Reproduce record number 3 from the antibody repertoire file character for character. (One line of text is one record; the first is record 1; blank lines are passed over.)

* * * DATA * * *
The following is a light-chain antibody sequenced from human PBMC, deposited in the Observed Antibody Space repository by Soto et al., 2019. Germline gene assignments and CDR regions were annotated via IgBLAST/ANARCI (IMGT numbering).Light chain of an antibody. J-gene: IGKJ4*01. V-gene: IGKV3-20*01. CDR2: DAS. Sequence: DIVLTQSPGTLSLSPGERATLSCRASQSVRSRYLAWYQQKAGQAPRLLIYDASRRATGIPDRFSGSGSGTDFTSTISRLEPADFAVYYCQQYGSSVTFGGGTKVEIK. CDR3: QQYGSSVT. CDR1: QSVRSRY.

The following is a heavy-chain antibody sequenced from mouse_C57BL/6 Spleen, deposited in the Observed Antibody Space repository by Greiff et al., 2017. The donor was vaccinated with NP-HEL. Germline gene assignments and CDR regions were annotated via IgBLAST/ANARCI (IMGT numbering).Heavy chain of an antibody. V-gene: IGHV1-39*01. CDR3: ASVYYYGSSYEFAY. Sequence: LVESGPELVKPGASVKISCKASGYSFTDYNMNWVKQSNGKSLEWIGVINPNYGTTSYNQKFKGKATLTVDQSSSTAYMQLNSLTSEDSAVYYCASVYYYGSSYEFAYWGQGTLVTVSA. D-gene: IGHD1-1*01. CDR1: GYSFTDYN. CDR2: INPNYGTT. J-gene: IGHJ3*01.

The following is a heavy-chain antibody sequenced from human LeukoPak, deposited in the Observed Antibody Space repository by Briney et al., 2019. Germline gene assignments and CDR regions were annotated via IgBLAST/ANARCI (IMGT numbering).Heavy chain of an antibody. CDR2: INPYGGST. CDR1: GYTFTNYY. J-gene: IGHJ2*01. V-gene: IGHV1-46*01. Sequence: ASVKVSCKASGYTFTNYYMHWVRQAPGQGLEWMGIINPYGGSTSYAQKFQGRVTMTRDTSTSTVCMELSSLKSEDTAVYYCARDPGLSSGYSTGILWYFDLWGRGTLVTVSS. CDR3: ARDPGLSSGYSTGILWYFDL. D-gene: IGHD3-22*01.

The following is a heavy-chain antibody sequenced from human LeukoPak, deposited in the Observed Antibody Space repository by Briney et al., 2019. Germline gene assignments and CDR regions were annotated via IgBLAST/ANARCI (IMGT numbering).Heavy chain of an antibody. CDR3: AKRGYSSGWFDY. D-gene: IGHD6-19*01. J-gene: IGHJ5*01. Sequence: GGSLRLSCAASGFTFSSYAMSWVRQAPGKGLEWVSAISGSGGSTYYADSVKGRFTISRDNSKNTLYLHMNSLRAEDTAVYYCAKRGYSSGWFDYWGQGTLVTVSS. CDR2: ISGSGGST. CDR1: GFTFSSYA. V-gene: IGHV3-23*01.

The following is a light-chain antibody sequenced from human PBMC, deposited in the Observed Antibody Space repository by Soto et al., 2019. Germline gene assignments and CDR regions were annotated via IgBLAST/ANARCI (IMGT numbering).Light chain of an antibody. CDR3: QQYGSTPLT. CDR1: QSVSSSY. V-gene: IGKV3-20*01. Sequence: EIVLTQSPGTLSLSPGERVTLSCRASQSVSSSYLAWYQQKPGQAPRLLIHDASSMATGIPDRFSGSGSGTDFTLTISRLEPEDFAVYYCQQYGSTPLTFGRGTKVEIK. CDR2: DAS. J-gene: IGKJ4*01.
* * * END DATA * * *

The following is a heavy-chain antibody sequenced from human LeukoPak, deposited in the Observed Antibody Space repository by Briney et al., 2019. Germline gene assignments and CDR regions were annotated via IgBLAST/ANARCI (IMGT numbering).Heavy chain of an antibody. CDR2: INPYGGST. CDR1: GYTFTNYY. J-gene: IGHJ2*01. V-gene: IGHV1-46*01. Sequence: ASVKVSCKASGYTFTNYYMHWVRQAPGQGLEWMGIINPYGGSTSYAQKFQGRVTMTRDTSTSTVCMELSSLKSEDTAVYYCARDPGLSSGYSTGILWYFDLWGRGTLVTVSS. CDR3: ARDPGLSSGYSTGILWYFDL. D-gene: IGHD3-22*01.